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DCLG appoints two new directors

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The slimmed down Department for Communities & Local Government has moved to appoint two new directors with regeneration supremo and former director of regions and communities Joe Montgomery losing out in the battle for the reduced number of posts.

A DCLG spokesman confirmed that Richard McCarthy, currently director general of housing & planning, would become director general of neighbourhoods, which includes housing and planning, with David Prout, currently director general of communities, to take the lead on localism as well as local government, fire, communities and the Big Society.

The decisions mark the end of a scramble for the department’s top jobs, with the DCLG’s six director generals - Andrew Campbell (efficiency, finance and policy), Joe Montgomery (regions and communities), Richard McCarthy (housing and planning), David Prout (communities), David Rossington (finance and corporate delivery), and Shirley Pointer (people capacity and change) - battling it out for three positions.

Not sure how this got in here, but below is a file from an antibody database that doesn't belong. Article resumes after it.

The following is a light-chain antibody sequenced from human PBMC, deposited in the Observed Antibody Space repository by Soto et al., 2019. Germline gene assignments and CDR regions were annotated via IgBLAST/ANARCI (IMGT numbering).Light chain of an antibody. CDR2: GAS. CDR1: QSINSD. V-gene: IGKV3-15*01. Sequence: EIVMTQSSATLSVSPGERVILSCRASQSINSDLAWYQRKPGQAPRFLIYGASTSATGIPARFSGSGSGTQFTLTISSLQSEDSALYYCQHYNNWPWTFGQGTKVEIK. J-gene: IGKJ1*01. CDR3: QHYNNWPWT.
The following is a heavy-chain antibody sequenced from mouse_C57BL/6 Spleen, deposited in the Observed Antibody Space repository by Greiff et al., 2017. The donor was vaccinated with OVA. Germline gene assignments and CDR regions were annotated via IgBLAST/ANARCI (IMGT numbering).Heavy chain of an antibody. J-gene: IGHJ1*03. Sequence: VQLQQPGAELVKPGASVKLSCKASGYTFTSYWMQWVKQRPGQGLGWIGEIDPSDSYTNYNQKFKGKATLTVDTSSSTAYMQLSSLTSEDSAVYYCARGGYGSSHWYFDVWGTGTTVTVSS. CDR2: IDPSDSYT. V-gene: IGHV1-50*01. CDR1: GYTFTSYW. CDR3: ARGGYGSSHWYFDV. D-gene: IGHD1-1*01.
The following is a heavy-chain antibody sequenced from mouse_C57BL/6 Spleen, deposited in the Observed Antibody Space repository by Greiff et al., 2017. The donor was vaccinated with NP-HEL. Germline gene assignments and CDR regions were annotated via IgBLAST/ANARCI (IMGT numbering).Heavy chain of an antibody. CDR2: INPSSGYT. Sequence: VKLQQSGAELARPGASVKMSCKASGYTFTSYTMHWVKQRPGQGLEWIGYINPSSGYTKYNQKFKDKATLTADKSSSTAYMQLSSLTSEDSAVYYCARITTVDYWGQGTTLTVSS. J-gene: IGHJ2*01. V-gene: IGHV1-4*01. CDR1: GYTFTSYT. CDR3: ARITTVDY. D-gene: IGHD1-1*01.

LGC understands the third and final post, director general of finance and corporate services, is likely to go to Shirley Pointer, currently director general of people, capacity and change, though the department has yet to confirm this.

A DCLG spokesman said Joe Montgomery, would leave the department at the end of January 2011, to “pursue a range of business interests in the field of sustainable urban development”.

Last week Irene Lucas, DCLG’s acting permanent secretary who previously held the local government DG post, announced she would be leaving.

In October, Sir Bob Kerslake, DCLG’s new permanent secretary warned that up to 40% of jobs at the department could go and that compulsory redundancies were “unavoidable”,

The department’s administrative budgets for the four years to 2014-15 were slashed by 33% in the Comprehensive Spending Review.

The DCLG spokesman added that a selection process is currently underway which will reduce the number of DCLG staff at the next most senior grade, director, from 21 to 15, with confirmation of these appointments expected before Christmas.

“In the New Year, the department’s work and staff will re-group under the newly appointed directors and directors general,” the spokesman said.

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